What’s the best way for an iPhone game developer to make money in the App Store? Answer: they should give away their game for free. According to data collected by analytics firm Flurry, games that use a freemium revenue model take in twice as much revenue as those that rely on an upfront cost.
The first half of 2011 has seen the App Store’s Top 10 Grossing Apps list list slowly become dominated by free social games like Smurf Village, Tap Pet Hotel, and Zynga Poker. Just a few months ago, popular $0.99 paid-app hits like Angry Birds and Cut the Rope used to rule the top 10. In fact, in January 2011, paid apps made 61% of App Store game revenue compared with 31% by freemium games. Now that number has reversed, with freemium games raking in 65% of all game revenue compared with paid’s 35%.
According to Flurry, only 0.5% to 6.0% of gamers actually spend money on freemium games, depending on the game. What developers hope for are known as “whales”—heavy spenders who can sometimes drop hundreds of dollars. In an article titled “Zynga’s Quest for the Big-Spending Whales,” Businessweek noted a gamer spent $75,000 in one year on a single freemium game.
Freemium game revenue may not always be on the up-and-up. Apple recently had to change the way its in-app purchases work after numerous reports of children running up hundreds of dollars in charges on their parent’s credit cards by “accidentally” buying Smurfberries in the popular Smurf Village iPhone game. A single purchase of Smurfberries went for as much as $99, which led some to speculate developers were deliberately taking advantage of the kids’ trigger-happy fingers. The trend even led to a FTC investigation and ultimately a class-action lawsuit.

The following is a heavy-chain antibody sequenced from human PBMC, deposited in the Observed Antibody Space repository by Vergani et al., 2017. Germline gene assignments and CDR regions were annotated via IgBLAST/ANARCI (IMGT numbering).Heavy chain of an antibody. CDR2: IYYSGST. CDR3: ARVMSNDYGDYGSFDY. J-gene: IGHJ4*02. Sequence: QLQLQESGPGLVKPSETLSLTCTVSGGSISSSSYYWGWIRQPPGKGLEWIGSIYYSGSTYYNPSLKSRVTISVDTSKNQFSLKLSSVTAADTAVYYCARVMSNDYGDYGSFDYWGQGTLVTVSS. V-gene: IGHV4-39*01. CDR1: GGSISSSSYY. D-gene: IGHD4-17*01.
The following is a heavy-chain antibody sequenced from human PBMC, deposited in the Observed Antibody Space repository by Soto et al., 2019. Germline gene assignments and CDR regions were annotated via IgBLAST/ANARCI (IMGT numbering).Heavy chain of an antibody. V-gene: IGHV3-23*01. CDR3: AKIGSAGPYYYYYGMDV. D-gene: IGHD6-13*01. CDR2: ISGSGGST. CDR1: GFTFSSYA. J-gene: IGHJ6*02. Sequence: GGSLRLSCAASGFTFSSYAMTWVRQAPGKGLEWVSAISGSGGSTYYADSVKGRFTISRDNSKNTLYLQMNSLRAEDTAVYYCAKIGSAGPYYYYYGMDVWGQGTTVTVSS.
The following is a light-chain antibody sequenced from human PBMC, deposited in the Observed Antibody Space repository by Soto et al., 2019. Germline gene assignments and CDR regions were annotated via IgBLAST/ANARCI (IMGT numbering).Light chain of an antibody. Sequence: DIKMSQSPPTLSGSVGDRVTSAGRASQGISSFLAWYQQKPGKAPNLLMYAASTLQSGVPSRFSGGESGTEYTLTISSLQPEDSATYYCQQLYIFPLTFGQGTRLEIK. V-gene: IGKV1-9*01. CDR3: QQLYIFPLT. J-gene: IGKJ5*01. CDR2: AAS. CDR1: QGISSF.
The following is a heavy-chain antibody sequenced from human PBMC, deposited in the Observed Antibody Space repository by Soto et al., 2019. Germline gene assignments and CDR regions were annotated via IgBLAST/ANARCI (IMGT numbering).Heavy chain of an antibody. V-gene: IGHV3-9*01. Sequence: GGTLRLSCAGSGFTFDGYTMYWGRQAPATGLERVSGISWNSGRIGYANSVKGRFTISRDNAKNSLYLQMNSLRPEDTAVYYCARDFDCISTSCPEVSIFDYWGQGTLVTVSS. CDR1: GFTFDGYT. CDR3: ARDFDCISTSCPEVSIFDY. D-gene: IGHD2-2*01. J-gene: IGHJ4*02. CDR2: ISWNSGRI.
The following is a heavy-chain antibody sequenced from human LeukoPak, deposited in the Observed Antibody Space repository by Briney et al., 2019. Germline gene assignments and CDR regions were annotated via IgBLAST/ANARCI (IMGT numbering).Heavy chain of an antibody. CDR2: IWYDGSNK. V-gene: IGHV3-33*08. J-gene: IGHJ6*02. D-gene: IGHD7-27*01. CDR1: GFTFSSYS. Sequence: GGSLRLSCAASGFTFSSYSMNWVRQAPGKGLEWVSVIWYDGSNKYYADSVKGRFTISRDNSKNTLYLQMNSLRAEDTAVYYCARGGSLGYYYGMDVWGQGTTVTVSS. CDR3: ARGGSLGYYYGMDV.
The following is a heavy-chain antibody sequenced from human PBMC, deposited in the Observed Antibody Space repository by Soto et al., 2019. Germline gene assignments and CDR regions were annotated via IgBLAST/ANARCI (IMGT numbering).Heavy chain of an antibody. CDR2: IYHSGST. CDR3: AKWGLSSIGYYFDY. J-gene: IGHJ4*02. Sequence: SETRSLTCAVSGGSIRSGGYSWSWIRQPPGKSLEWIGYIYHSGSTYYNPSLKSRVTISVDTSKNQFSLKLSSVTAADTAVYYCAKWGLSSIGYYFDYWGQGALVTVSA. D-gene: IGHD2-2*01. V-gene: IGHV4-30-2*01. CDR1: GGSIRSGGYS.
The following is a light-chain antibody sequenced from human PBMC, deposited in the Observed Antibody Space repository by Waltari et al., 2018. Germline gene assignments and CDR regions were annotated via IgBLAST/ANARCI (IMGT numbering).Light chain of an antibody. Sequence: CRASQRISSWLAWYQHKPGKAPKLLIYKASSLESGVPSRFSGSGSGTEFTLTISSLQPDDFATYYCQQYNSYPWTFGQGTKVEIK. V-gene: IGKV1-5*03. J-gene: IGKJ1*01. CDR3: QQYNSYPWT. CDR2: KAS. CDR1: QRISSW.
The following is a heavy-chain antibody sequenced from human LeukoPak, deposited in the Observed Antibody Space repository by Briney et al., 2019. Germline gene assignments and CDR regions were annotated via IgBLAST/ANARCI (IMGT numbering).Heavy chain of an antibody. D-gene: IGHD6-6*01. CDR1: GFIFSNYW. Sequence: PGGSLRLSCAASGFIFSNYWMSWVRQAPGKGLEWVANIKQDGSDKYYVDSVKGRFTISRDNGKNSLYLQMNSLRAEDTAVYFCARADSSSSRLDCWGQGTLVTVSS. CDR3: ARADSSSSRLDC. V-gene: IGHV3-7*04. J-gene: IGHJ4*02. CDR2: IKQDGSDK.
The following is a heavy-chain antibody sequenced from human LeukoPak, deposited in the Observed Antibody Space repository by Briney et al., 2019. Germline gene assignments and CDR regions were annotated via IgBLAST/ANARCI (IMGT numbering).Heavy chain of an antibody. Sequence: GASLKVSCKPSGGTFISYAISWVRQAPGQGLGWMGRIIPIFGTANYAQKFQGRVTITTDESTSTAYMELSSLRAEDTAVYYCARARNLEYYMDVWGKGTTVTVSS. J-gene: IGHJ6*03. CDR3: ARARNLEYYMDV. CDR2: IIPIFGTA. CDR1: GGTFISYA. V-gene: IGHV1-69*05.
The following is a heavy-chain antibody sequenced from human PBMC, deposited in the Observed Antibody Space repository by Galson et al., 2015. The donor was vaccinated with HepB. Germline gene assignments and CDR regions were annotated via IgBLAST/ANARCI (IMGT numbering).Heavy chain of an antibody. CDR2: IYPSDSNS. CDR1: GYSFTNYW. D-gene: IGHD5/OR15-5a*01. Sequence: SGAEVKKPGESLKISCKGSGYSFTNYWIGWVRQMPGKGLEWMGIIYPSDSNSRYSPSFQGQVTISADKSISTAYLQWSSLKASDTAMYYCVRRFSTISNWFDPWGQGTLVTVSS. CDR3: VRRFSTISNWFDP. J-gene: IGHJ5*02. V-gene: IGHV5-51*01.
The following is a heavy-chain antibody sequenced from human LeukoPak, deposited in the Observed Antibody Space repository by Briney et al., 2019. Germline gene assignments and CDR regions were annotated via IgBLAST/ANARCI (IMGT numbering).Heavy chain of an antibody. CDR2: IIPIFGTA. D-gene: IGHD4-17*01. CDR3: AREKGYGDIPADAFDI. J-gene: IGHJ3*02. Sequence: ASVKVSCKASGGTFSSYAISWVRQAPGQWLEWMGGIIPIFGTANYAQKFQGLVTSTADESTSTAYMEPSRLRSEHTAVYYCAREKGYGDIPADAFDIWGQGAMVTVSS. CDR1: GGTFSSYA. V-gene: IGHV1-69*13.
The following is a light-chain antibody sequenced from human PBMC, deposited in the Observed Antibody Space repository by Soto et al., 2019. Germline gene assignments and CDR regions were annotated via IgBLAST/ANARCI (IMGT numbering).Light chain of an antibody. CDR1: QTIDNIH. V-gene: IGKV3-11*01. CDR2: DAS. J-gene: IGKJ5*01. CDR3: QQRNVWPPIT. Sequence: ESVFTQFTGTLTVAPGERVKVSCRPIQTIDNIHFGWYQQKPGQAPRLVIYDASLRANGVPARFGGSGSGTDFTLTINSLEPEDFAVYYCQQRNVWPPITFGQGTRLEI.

Ultimately, Apple was forced to tweak the way in-app purchases are made. Now, in-app purchases require you to enter a password after you initially download a game. 15 minutes after making a purchase, you must reenter your password.
Traditional game developers are taking note of the freemium revenue model. World of Warcraft, one of the world’s most popular online games, recently got rid of its 14-day free trial in favor of allowing gamers to play as much as they want up to level 20. If gamers want to play beyond that, they must pay a monthly fee starting at $14.99 a month.
Flurry notes two advantages of the freemium model for game developers: first, more people are likely to try out a free game, and second, players can spend more money depending on their level of engagement with the game. Where someone buying Angry Birds might only spend the initial $0.99, a freemium model could land players who spend much more over time.